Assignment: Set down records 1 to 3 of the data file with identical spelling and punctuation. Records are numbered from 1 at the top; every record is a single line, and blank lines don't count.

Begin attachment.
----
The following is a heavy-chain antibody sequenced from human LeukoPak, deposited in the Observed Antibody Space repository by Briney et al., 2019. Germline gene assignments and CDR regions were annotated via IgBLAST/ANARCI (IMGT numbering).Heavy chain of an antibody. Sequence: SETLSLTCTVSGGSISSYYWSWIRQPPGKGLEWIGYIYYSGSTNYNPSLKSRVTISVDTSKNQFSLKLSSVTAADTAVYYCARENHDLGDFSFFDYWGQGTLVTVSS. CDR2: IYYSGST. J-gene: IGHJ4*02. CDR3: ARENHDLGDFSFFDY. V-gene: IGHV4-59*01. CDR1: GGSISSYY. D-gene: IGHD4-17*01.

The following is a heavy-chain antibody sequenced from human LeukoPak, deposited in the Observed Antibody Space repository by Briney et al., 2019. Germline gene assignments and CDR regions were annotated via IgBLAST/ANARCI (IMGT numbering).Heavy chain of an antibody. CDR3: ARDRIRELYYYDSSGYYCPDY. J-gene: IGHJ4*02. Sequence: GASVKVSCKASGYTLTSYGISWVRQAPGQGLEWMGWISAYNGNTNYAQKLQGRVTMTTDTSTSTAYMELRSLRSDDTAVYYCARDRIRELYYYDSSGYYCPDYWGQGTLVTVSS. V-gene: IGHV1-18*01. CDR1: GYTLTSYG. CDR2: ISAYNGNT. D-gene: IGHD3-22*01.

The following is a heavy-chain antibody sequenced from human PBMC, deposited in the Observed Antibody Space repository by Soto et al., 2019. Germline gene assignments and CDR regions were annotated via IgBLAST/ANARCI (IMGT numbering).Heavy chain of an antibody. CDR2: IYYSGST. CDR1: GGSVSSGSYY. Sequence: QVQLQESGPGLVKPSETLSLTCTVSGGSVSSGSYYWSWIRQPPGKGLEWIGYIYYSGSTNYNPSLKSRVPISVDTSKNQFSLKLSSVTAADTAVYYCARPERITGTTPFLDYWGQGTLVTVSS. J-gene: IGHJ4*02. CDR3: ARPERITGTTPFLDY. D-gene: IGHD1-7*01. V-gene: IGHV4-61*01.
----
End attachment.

The following is a heavy-chain antibody sequenced from human LeukoPak, deposited in the Observed Antibody Space repository by Briney et al., 2019. Germline gene assignments and CDR regions were annotated via IgBLAST/ANARCI (IMGT numbering).Heavy chain of an antibody. Sequence: SETLSLTCTVSGGSISSYYWSWIRQPPGKGLEWIGYIYYSGSTNYNPSLKSRVTISVDTSKNQFSLKLSSVTAADTAVYYCARENHDLGDFSFFDYWGQGTLVTVSS. CDR2: IYYSGST. J-gene: IGHJ4*02. CDR3: ARENHDLGDFSFFDY. V-gene: IGHV4-59*01. CDR1: GGSISSYY. D-gene: IGHD4-17*01.

The following is a heavy-chain antibody sequenced from human LeukoPak, deposited in the Observed Antibody Space repository by Briney et al., 2019. Germline gene assignments and CDR regions were annotated via IgBLAST/ANARCI (IMGT numbering).Heavy chain of an antibody. CDR3: ARDRIRELYYYDSSGYYCPDY. J-gene: IGHJ4*02. Sequence: GASVKVSCKASGYTLTSYGISWVRQAPGQGLEWMGWISAYNGNTNYAQKLQGRVTMTTDTSTSTAYMELRSLRSDDTAVYYCARDRIRELYYYDSSGYYCPDYWGQGTLVTVSS. V-gene: IGHV1-18*01. CDR1: GYTLTSYG. CDR2: ISAYNGNT. D-gene: IGHD3-22*01.

The following is a heavy-chain antibody sequenced from human PBMC, deposited in the Observed Antibody Space repository by Soto et al., 2019. Germline gene assignments and CDR regions were annotated via IgBLAST/ANARCI (IMGT numbering).Heavy chain of an antibody. CDR2: IYYSGST. CDR1: GGSVSSGSYY. Sequence: QVQLQESGPGLVKPSETLSLTCTVSGGSVSSGSYYWSWIRQPPGKGLEWIGYIYYSGSTNYNPSLKSRVPISVDTSKNQFSLKLSSVTAADTAVYYCARPERITGTTPFLDYWGQGTLVTVSS. J-gene: IGHJ4*02. CDR3: ARPERITGTTPFLDY. D-gene: IGHD1-7*01. V-gene: IGHV4-61*01.